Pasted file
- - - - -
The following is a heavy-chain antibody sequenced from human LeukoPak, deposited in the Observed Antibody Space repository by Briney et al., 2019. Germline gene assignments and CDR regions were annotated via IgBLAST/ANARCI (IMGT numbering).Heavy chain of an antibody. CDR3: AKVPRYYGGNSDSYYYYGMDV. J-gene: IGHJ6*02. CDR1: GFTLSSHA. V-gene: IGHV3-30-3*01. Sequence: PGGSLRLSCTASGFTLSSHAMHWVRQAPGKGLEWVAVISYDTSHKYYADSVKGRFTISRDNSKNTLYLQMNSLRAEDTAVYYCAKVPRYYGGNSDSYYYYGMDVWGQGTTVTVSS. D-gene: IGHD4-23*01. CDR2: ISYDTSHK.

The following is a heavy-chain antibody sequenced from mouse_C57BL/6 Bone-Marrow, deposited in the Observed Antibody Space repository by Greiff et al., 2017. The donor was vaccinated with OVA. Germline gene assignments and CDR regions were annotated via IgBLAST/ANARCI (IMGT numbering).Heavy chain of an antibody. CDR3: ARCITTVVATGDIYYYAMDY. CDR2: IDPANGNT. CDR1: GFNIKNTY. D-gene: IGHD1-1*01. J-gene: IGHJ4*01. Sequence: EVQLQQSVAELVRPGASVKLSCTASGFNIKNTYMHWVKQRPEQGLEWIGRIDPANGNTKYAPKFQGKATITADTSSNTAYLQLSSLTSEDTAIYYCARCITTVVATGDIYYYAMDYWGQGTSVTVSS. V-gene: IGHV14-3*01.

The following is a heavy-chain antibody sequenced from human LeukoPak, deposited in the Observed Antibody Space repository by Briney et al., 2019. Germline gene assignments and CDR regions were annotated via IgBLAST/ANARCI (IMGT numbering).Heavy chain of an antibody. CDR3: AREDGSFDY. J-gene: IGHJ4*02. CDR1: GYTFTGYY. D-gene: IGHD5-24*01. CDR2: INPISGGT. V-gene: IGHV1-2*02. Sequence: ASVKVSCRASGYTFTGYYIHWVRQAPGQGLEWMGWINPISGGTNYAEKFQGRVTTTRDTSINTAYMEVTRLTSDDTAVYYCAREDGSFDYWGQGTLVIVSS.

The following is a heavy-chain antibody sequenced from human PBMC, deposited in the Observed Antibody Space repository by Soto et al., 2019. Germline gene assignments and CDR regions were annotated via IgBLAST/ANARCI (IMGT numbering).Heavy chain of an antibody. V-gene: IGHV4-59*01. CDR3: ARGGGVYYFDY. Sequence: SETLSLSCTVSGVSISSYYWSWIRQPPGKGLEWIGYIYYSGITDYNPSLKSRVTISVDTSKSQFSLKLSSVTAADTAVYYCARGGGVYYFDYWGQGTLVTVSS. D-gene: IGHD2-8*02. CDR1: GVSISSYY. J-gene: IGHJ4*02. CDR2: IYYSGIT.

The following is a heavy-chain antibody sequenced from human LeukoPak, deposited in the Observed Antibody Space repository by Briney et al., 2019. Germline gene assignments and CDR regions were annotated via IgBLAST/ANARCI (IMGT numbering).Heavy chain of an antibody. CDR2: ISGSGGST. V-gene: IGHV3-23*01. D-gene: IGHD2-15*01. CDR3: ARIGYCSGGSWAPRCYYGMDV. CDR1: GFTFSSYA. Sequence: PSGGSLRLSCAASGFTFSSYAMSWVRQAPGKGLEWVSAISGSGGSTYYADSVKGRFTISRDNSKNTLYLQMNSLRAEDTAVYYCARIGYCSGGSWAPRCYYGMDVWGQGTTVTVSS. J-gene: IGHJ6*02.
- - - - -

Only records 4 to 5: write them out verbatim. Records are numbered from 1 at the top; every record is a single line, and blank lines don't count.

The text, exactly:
The following is a heavy-chain antibody sequenced from human PBMC, deposited in the Observed Antibody Space repository by Soto et al., 2019. Germline gene assignments and CDR regions were annotated via IgBLAST/ANARCI (IMGT numbering).Heavy chain of an antibody. V-gene: IGHV4-59*01. CDR3: ARGGGVYYFDY. Sequence: SETLSLSCTVSGVSISSYYWSWIRQPPGKGLEWIGYIYYSGITDYNPSLKSRVTISVDTSKSQFSLKLSSVTAADTAVYYCARGGGVYYFDYWGQGTLVTVSS. D-gene: IGHD2-8*02. CDR1: GVSISSYY. J-gene: IGHJ4*02. CDR2: IYYSGIT.

The following is a heavy-chain antibody sequenced from human LeukoPak, deposited in the Observed Antibody Space repository by Briney et al., 2019. Germline gene assignments and CDR regions were annotated via IgBLAST/ANARCI (IMGT numbering).Heavy chain of an antibody. CDR2: ISGSGGST. V-gene: IGHV3-23*01. D-gene: IGHD2-15*01. CDR3: ARIGYCSGGSWAPRCYYGMDV. CDR1: GFTFSSYA. Sequence: PSGGSLRLSCAASGFTFSSYAMSWVRQAPGKGLEWVSAISGSGGSTYYADSVKGRFTISRDNSKNTLYLQMNSLRAEDTAVYYCARIGYCSGGSWAPRCYYGMDVWGQGTTVTVSS. J-gene: IGHJ6*02.